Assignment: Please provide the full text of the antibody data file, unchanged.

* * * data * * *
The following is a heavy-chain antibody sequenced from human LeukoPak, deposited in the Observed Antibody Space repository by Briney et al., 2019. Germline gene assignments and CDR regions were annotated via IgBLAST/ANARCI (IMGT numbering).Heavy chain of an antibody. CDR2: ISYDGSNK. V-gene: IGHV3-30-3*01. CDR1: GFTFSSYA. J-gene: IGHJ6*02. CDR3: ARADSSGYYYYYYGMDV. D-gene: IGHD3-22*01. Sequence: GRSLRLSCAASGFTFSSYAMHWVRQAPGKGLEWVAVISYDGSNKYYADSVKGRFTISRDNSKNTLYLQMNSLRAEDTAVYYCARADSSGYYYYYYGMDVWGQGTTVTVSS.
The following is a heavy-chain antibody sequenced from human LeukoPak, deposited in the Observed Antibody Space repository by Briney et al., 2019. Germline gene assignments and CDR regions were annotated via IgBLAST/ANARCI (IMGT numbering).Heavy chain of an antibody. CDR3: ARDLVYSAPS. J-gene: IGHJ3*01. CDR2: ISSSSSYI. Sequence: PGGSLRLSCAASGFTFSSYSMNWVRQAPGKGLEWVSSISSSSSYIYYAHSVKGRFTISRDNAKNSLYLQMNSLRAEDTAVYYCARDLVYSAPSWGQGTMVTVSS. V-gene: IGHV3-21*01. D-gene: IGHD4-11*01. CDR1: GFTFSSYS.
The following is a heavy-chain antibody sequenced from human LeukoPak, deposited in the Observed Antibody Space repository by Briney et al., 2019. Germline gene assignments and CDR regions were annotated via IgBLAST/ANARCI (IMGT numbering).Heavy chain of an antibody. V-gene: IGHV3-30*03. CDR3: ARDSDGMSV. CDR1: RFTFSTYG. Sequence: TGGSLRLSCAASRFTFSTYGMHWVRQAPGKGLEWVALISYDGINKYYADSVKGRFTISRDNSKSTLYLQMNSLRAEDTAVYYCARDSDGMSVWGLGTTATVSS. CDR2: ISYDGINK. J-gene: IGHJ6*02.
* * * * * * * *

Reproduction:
The following is a heavy-chain antibody sequenced from human LeukoPak, deposited in the Observed Antibody Space repository by Briney et al., 2019. Germline gene assignments and CDR regions were annotated via IgBLAST/ANARCI (IMGT numbering).Heavy chain of an antibody. CDR2: ISYDGSNK. V-gene: IGHV3-30-3*01. CDR1: GFTFSSYA. J-gene: IGHJ6*02. CDR3: ARADSSGYYYYYYGMDV. D-gene: IGHD3-22*01. Sequence: GRSLRLSCAASGFTFSSYAMHWVRQAPGKGLEWVAVISYDGSNKYYADSVKGRFTISRDNSKNTLYLQMNSLRAEDTAVYYCARADSSGYYYYYYGMDVWGQGTTVTVSS.
The following is a heavy-chain antibody sequenced from human LeukoPak, deposited in the Observed Antibody Space repository by Briney et al., 2019. Germline gene assignments and CDR regions were annotated via IgBLAST/ANARCI (IMGT numbering).Heavy chain of an antibody. CDR3: ARDLVYSAPS. J-gene: IGHJ3*01. CDR2: ISSSSSYI. Sequence: PGGSLRLSCAASGFTFSSYSMNWVRQAPGKGLEWVSSISSSSSYIYYAHSVKGRFTISRDNAKNSLYLQMNSLRAEDTAVYYCARDLVYSAPSWGQGTMVTVSS. V-gene: IGHV3-21*01. D-gene: IGHD4-11*01. CDR1: GFTFSSYS.
The following is a heavy-chain antibody sequenced from human LeukoPak, deposited in the Observed Antibody Space repository by Briney et al., 2019. Germline gene assignments and CDR regions were annotated via IgBLAST/ANARCI (IMGT numbering).Heavy chain of an antibody. V-gene: IGHV3-30*03. CDR3: ARDSDGMSV. CDR1: RFTFSTYG. Sequence: TGGSLRLSCAASRFTFSTYGMHWVRQAPGKGLEWVALISYDGINKYYADSVKGRFTISRDNSKSTLYLQMNSLRAEDTAVYYCARDSDGMSVWGLGTTATVSS. CDR2: ISYDGINK. J-gene: IGHJ6*02.